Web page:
Re: [PATCH v19 0/4] overlayfs override_creds=off & nested get xattr fix

From: David Anderson
Date: Thu Nov 18 2021 - 04:54:27 EST

On Tue, Nov 16, 2021 at 11:36 PM Amir Goldstein <amir73il@xxxxxxxxx> wrote:
> Hi David,
> I see that the patch set has changed hands (presumably to Android upstreaming
> team), but you just rebased v18 without addressing the maintainers concerns [1].

Indeed I'm carrying this forward as Mark is no longer working on it.
My apologies for
missing those comments!

> Specifically, the patch 2/4 is very wrong for unprivileged mount and
> I think that the very noisy patch 1/4 could be completely avoided:
> Can't you use -o userxattr mount option for Android use case and limit
> the manipulation of user.ovrelay.* xattr based on sepolicy for actors
> that are allowed
> to make changes in overlayfs mount? or not limit at all?
> The access to those xattr is forbidden via "incoming" xattr ops on
> overlay inodes.

Can you clarify a bit more? The patch is definitely super noisy and I'd love
to have a better solution. The problem it's trying to solve is:
1. Kernel-privileged init mounts /mnt/blah-lower and /mnt/blah-upper.
2. Kernel-privileged init mounts /blah with overlayfs using the above dirs.
2. Kernel-privileged init loads sepolicy off /blah/policy. Enforcing begins.
3. Kernel-privileged init tries to execute /blah/init to initiate a
domain transition.
4. exec() fails because the overlayfs mounter creds (kernel domain) does
not have getxattr permission to /blah/init.

Eg, we're hitting this problem without even making changes to the mount, and
without anything being written to /mnt/blah-upper.

> Can an unprivileged user create an overlay over a directory that they have
> access to and redirect an innocent looking file name to an underlying file that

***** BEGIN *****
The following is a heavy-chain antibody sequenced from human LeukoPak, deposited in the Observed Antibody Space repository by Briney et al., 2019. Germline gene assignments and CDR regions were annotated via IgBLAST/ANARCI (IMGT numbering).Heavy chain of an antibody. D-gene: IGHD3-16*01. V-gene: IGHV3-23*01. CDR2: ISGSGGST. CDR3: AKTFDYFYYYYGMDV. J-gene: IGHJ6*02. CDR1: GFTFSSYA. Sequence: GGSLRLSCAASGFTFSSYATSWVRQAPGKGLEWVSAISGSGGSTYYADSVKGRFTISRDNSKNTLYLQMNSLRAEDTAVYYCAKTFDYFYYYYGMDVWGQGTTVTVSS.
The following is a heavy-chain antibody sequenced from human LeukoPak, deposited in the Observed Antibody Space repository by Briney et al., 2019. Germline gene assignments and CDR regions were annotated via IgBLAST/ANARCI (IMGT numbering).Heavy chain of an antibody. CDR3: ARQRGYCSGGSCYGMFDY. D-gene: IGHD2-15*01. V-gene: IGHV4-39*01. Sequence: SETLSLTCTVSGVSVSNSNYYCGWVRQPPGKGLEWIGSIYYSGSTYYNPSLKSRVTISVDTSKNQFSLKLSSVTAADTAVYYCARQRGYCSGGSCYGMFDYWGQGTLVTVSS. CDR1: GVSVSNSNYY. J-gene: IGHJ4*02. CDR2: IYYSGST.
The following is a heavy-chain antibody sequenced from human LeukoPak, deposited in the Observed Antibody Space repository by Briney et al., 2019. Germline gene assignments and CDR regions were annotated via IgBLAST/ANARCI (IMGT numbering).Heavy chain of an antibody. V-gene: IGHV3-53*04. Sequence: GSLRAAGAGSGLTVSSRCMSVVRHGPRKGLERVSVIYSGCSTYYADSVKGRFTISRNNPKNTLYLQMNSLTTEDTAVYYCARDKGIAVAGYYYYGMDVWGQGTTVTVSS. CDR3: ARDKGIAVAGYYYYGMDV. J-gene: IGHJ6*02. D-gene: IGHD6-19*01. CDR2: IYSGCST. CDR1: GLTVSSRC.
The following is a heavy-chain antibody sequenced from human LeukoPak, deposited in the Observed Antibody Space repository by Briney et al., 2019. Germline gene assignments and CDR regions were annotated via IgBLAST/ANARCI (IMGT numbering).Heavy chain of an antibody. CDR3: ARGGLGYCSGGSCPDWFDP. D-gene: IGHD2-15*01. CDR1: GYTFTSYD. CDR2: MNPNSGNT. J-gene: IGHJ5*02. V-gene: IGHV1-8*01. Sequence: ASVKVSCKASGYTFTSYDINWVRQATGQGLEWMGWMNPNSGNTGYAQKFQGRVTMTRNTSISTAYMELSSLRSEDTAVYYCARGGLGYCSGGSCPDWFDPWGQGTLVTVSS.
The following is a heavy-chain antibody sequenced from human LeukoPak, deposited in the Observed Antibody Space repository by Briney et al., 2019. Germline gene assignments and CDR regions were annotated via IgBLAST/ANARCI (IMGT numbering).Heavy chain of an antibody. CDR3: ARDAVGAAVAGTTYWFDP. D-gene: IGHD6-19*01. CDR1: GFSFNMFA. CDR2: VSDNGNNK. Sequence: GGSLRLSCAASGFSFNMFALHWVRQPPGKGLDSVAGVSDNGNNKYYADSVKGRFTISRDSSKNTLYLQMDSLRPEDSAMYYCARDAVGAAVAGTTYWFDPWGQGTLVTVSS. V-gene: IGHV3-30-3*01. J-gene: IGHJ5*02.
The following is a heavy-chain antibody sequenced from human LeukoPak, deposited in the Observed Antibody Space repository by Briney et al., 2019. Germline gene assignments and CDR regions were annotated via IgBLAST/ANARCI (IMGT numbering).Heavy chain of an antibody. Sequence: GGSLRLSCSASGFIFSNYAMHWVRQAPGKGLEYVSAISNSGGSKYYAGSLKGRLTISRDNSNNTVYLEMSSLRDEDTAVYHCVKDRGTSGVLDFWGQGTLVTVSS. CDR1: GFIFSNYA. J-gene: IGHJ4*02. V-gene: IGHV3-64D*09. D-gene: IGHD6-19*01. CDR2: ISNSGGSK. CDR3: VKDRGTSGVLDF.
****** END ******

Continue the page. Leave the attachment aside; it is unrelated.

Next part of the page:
> said the mounting user has no access to and by doing that, tricking a privileged
> user to modify the innocent looking file on the mounter's behalf?
> Of course this could be avoided by forbidding unprivileged mount with
> override_creds=off, but there could be other scenarios, so a clear model
> would help to understand the risks.
> For example:
> If user 1 was able to read in lower dir A, now the content of overlay dir A
> is cached and user 2, that has permissions to read upper dir A and does
> not have read permissions on lower dir A will see the content of lower dir A.

I'll need to think about this more and test to verify. It's not a scenario that
would come up in our use case (both dirs effectively have the same permissions).

If the answer is "yes, that can happen" - do you see this as a problem of
clarifying the model, or a problem of fixing that loophole?

>> I think that the core problem with the approach is using Non-uniform
> credentials to access underlying layers. I don't see a simple way around
> a big audit that checks all those cases, but maybe I'm missing some quick
> shortcut or maybe your use case can add some restrictions about the
> users that could access this overlay that would simplify the generic problem.

In a security model like ours, I think there's no way around it, that
we really need
accesses to be from the caller's credentials and not the mounter's. It's even
worse than earlier iterations of this patch perhaps let on: we mount
before sepolicy
is loaded (so we can overlay the policy itself), and thus the
mounter's creds are
effectively "the kernel". This domain is highly restricted in our
sepolicy for obvious
reasons. There's no way our security team will let us unrestrict it.



> Thanks,
> Amir.
> [1]